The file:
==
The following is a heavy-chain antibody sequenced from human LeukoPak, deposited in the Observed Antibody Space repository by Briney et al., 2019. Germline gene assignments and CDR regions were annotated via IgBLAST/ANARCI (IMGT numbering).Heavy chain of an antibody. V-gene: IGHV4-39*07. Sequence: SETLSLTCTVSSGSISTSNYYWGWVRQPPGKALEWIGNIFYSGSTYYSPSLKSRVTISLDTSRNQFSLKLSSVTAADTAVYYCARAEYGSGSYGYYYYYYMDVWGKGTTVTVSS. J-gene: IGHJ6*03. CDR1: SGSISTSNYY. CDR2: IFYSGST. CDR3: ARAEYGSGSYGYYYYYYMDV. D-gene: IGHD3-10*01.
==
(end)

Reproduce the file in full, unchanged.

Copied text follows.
The following is a heavy-chain antibody sequenced from human LeukoPak, deposited in the Observed Antibody Space repository by Briney et al., 2019. Germline gene assignments and CDR regions were annotated via IgBLAST/ANARCI (IMGT numbering).Heavy chain of an antibody. V-gene: IGHV4-39*07. Sequence: SETLSLTCTVSSGSISTSNYYWGWVRQPPGKALEWIGNIFYSGSTYYSPSLKSRVTISLDTSRNQFSLKLSSVTAADTAVYYCARAEYGSGSYGYYYYYYMDVWGKGTTVTVSS. J-gene: IGHJ6*03. CDR1: SGSISTSNYY. CDR2: IFYSGST. CDR3: ARAEYGSGSYGYYYYYYMDV. D-gene: IGHD3-10*01.